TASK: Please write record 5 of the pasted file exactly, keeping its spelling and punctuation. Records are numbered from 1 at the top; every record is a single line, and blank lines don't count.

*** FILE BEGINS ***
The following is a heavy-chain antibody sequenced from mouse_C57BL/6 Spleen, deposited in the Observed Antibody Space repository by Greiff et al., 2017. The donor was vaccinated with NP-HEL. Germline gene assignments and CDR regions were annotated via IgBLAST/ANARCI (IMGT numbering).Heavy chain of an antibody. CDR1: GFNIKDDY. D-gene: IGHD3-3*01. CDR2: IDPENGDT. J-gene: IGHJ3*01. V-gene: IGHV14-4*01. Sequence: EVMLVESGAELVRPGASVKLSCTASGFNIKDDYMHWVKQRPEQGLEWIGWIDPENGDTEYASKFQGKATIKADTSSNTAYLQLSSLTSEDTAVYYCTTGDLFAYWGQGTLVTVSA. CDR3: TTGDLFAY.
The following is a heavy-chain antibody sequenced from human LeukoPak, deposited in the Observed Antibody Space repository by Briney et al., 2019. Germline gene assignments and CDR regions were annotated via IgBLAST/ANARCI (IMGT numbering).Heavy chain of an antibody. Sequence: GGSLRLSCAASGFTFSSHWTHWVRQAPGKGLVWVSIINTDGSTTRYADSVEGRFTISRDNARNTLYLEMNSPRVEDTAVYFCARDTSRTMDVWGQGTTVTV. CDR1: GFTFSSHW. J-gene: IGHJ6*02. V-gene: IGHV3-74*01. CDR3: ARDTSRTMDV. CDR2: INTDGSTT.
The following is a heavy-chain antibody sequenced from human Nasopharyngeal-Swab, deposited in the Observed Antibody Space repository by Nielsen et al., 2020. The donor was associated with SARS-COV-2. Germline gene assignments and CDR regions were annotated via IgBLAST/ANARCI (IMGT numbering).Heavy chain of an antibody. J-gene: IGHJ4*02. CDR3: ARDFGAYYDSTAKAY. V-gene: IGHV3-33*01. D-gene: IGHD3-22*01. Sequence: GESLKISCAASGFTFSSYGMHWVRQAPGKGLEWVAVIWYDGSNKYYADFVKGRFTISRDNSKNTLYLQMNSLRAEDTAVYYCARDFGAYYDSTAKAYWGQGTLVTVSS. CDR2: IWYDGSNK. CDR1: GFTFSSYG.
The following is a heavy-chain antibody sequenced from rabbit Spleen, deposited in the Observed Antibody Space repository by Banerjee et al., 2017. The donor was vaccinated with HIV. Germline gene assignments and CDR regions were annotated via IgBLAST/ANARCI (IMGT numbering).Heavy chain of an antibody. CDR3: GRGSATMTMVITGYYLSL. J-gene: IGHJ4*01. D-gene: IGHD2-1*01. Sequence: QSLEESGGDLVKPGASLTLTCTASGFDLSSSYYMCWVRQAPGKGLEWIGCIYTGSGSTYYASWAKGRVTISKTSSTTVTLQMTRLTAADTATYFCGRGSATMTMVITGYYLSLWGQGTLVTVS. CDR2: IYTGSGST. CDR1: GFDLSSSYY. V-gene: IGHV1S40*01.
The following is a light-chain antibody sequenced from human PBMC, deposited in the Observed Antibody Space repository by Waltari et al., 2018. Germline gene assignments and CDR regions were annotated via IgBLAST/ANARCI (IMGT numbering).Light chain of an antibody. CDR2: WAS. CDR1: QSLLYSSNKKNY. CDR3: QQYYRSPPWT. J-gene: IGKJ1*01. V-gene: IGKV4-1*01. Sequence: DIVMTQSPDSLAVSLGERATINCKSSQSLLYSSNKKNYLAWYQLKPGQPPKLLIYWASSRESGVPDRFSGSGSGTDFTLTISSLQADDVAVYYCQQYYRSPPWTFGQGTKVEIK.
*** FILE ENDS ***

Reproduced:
The following is a light-chain antibody sequenced from human PBMC, deposited in the Observed Antibody Space repository by Waltari et al., 2018. Germline gene assignments and CDR regions were annotated via IgBLAST/ANARCI (IMGT numbering).Light chain of an antibody. CDR2: WAS. CDR1: QSLLYSSNKKNY. CDR3: QQYYRSPPWT. J-gene: IGKJ1*01. V-gene: IGKV4-1*01. Sequence: DIVMTQSPDSLAVSLGERATINCKSSQSLLYSSNKKNYLAWYQLKPGQPPKLLIYWASSRESGVPDRFSGSGSGTDFTLTISSLQADDVAVYYCQQYYRSPPWTFGQGTKVEIK.